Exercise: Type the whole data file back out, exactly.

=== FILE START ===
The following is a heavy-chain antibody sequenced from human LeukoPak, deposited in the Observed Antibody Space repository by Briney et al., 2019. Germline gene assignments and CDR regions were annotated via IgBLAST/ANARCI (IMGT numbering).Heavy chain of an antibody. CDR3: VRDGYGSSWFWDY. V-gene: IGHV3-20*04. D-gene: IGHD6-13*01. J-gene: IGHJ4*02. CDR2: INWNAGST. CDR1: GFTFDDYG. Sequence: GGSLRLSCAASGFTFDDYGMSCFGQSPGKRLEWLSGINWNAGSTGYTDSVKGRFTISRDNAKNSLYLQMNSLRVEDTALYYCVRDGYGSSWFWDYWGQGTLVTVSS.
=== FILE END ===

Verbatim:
The following is a heavy-chain antibody sequenced from human LeukoPak, deposited in the Observed Antibody Space repository by Briney et al., 2019. Germline gene assignments and CDR regions were annotated via IgBLAST/ANARCI (IMGT numbering).Heavy chain of an antibody. CDR3: VRDGYGSSWFWDY. V-gene: IGHV3-20*04. D-gene: IGHD6-13*01. J-gene: IGHJ4*02. CDR2: INWNAGST. CDR1: GFTFDDYG. Sequence: GGSLRLSCAASGFTFDDYGMSCFGQSPGKRLEWLSGINWNAGSTGYTDSVKGRFTISRDNAKNSLYLQMNSLRVEDTALYYCVRDGYGSSWFWDYWGQGTLVTVSS.